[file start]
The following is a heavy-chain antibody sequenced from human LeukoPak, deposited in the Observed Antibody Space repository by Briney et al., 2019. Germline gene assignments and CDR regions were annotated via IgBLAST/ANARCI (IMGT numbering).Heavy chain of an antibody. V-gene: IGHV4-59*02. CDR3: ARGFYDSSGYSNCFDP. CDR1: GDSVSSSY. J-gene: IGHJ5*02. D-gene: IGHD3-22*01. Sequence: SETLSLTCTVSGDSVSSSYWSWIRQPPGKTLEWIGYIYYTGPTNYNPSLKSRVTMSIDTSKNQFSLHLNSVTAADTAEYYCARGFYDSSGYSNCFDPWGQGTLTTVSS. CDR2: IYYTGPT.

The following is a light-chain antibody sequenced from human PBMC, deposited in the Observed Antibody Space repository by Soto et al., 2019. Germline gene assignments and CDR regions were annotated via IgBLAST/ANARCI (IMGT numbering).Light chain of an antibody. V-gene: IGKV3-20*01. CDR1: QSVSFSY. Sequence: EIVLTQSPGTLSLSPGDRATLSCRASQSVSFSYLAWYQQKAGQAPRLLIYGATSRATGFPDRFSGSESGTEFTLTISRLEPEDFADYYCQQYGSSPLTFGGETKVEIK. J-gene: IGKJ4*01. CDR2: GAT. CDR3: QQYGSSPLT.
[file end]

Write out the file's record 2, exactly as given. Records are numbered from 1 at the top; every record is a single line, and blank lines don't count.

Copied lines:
The following is a light-chain antibody sequenced from human PBMC, deposited in the Observed Antibody Space repository by Soto et al., 2019. Germline gene assignments and CDR regions were annotated via IgBLAST/ANARCI (IMGT numbering).Light chain of an antibody. V-gene: IGKV3-20*01. CDR1: QSVSFSY. Sequence: EIVLTQSPGTLSLSPGDRATLSCRASQSVSFSYLAWYQQKAGQAPRLLIYGATSRATGFPDRFSGSESGTEFTLTISRLEPEDFADYYCQQYGSSPLTFGGETKVEIK. J-gene: IGKJ4*01. CDR2: GAT. CDR3: QQYGSSPLT.